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Forum topic by Pabs posted 11-04-2010 06:43 PM 3261 views 0 times favorited 58 replies Add to Favorites Watch
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Pabs

175 posts in 2208 days


11-04-2010 06:43 PM

my workshop (20 by 24) is an attached garage… and is not heated at the moment.
looking at different options… I have my old construction heater from my previous shop (you know the small square box, element in the back and a fan in front of it). works well enough but was wondering if that’s an efficient way to heat a shop?

I will only really heat the place when I go in there to work at night and when I’m gluing a piece I’ll leave the heat on overnight…other than that it would go unheated

how do you guys heat your shops? what’s the most efficient in terms of power usage, has to be safe for a dusty workshop too

thanks in advance!

-- Pabs


58 replies so far

View Bob #2's profile

Bob #2

3808 posts in 2776 days


#1 posted 11-04-2010 06:51 PM

We dont know where you are Pabs?

-- A mind, like a home, is furnished by its owner

View TheDane's profile

TheDane

3997 posts in 2417 days


#2 posted 11-04-2010 06:57 PM

I have a Fahrenheat 5000 Watt Unit Heater (review at: http://lumberjocks.com/reviews/1161 ) ... it does a great job.

-- Gerry -- "I don't plan to ever really grow up ... I'm just going to learn how to act in public!"

View NBeener's profile

NBeener

4806 posts in 1928 days


#3 posted 11-04-2010 06:59 PM

I’ve heard GREAT things about the Modine Hot Dawg

95% sure this is what my brother uses in HIS 3-car garage/shop, with … about 18’ ceilings. Works beautifully.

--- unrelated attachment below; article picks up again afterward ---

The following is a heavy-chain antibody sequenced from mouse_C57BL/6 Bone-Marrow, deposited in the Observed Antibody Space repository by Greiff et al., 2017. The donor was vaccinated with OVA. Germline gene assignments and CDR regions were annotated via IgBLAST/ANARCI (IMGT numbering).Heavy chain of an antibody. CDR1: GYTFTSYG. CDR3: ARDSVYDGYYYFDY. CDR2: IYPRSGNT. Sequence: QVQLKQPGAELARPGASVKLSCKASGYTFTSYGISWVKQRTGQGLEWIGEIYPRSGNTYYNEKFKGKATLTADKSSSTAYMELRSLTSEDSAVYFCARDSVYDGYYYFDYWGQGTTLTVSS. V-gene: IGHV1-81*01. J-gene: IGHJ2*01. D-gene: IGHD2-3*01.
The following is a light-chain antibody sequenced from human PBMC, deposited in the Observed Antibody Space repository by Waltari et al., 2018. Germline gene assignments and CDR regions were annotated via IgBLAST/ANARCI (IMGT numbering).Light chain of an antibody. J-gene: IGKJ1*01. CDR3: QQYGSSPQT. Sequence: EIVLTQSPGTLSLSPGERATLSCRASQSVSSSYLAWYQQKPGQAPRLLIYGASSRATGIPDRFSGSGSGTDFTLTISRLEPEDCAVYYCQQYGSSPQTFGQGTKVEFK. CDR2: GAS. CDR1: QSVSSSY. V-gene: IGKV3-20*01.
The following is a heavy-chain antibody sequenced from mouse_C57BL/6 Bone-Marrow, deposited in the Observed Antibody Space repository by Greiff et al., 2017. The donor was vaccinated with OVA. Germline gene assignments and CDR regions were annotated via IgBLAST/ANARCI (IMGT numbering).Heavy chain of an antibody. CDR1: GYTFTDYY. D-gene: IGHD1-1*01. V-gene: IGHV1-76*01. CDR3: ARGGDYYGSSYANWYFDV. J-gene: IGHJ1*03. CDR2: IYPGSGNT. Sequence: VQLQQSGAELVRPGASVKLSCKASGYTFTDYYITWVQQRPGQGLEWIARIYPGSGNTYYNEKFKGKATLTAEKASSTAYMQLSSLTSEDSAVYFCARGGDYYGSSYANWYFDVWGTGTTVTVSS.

-- -- Neil

View GaryL's profile

GaryL

1080 posts in 1584 days


#4 posted 11-04-2010 07:03 PM

You may want to call a few local heating contractors and pick their brains. Maybe one of them will have some used unit they would give you a deal on. Different locals, building type, # of windows & doors, utility availability, ceiling height, insulation values, etc. all all factors to consider when designing a system to work as you would like. Such as recovery time when a garage door is opened, warm up time after a few days shut down, or if you have items that need freeze protection during shut downs. Give some more specifics and see what LJs can suggest.

-- Gary; Marysville, MI...Involve your children in your projects as much as possible, the return is priceless.

View Pabs's profile

Pabs

175 posts in 2208 days


#5 posted 11-04-2010 07:04 PM

I’m in New Brunswick Canada….so winters get cold enough!

-- Pabs

View dbhost's profile

dbhost

5387 posts in 1986 days


#6 posted 11-04-2010 07:04 PM

Not to hammer on an old subject now, but no matter how much heat you throw at a space, if it leaks air and gains / loses heat, you are going to spend a fortune on heating / cooling it. You REALLY need to stop the drafts and insulate that space. Without doing that you might as well just put a fire pit in and burn cash to heat your shop.

-- My workshop blog can be found at http://daves-workshop.blogspot.com

View NBeener's profile

NBeener

4806 posts in 1928 days


#7 posted 11-04-2010 07:07 PM

To dbhost’s point….

Yesterday, I spent 45 minutes putting Prodex insulation on my garage door.

The door faces South. When I started, the sun on the door made it HOT, where I stood.

When I finished, the air behind the newly insulated door was COOL (no. The clouds had not come in!).

So … I couldn’t agree more, AND … I like the Prodex. Verrrrry easy intallation.

-- -- Neil

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Manitario

2378 posts in 1637 days


#8 posted 11-04-2010 07:12 PM